Confined as I am by the length of a blog post, I can’t share all I’ve learned. The 1994 Genocide isn’t Chapter 1 in Rwanda’s story (many chapters preceded it, building racism and resentment to the point of bloodshed). But if the Genocide is the first chapter you’ve heard of Rwanda, allow me to add Chapters 2 and 3.
CHAPTER 2: God Still Works Miracles
After the Genocide, the Rwandan prisons and court system were inadequate to deal with all the perpetrators. This led to periodic mass releases of prisoners beginning in 2003.
The federal government established local “Gacaca” courts (meaning “justice on the grass”) to try and sentence these prisoners. At Gacaca, community members gathered to give testimony for or against the accused. In many cases these were the moments in which victims finally learned the true fates of their loved ones.
(I watched hours of Gacaca footage. Murderers confessing. Survivors wailing. I haven’t found the courage to watch it again.)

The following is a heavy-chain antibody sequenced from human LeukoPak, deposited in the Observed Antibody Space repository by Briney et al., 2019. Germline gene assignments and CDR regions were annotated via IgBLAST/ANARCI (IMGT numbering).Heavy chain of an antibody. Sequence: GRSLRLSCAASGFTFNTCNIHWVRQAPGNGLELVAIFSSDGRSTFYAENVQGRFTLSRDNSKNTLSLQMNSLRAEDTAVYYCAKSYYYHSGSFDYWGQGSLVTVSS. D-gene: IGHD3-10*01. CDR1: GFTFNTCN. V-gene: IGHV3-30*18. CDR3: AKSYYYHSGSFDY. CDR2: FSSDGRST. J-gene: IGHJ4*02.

Most perpetrators were excused with time served or sentenced to community service. The government strongly encouraged reconciliation, but whether or not it occurred, this system of justice required victims to live side-by-side with their attackers.
If anyone claims God’s miracle-working days are over, point them to Rwanda. Show them the widow carrying a cup of water to the man who killed her baby while it was still strapped to her back. Watch that same man build a home for the widow, replacing that which he once pillaged and burned.
Hear his words of repentance, her words of grace.